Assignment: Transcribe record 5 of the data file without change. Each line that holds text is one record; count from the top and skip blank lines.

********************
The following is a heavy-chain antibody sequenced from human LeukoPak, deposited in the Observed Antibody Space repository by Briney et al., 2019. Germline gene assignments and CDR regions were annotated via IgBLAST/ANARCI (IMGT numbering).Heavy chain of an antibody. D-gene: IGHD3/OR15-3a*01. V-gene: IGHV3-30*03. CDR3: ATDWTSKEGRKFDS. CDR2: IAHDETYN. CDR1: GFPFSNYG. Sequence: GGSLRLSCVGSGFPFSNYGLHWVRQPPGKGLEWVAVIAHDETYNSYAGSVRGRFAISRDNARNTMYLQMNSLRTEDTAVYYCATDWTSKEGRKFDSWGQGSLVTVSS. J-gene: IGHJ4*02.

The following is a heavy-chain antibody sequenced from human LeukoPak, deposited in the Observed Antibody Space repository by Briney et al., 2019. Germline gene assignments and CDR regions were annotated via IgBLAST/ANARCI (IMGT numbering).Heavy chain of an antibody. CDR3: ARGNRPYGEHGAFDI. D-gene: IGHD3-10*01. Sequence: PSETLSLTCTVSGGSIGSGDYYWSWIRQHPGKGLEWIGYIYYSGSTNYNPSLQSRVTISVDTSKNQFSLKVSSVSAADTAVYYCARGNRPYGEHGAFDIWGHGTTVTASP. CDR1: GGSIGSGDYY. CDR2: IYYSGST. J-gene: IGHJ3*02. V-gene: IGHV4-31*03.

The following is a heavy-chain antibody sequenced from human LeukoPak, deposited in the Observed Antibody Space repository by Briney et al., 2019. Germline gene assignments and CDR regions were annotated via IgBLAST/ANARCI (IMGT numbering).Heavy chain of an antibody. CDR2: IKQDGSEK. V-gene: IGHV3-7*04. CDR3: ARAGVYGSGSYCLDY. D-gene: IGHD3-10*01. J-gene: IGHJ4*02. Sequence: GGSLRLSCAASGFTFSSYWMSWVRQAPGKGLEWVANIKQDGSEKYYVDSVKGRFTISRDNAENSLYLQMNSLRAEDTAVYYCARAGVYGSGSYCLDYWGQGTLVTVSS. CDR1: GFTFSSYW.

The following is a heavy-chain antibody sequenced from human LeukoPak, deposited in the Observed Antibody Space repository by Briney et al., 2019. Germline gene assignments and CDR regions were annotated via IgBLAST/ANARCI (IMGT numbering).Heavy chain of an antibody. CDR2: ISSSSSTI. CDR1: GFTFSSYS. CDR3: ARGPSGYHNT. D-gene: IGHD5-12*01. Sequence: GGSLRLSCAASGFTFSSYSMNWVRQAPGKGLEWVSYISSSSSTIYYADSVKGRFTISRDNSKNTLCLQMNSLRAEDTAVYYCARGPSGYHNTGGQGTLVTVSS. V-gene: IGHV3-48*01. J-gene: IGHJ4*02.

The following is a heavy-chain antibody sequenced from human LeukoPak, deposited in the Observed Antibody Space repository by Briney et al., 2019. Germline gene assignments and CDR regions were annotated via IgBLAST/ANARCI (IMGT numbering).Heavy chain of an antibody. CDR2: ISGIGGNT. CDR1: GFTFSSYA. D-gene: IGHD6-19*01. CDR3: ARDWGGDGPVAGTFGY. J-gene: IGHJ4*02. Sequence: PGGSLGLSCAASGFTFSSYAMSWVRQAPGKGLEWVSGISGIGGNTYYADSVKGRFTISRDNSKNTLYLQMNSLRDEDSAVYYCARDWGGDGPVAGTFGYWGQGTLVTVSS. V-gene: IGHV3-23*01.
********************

The following is a heavy-chain antibody sequenced from human LeukoPak, deposited in the Observed Antibody Space repository by Briney et al., 2019. Germline gene assignments and CDR regions were annotated via IgBLAST/ANARCI (IMGT numbering).Heavy chain of an antibody. CDR2: ISGIGGNT. CDR1: GFTFSSYA. D-gene: IGHD6-19*01. CDR3: ARDWGGDGPVAGTFGY. J-gene: IGHJ4*02. Sequence: PGGSLGLSCAASGFTFSSYAMSWVRQAPGKGLEWVSGISGIGGNTYYADSVKGRFTISRDNSKNTLYLQMNSLRDEDSAVYYCARDWGGDGPVAGTFGYWGQGTLVTVSS. V-gene: IGHV3-23*01.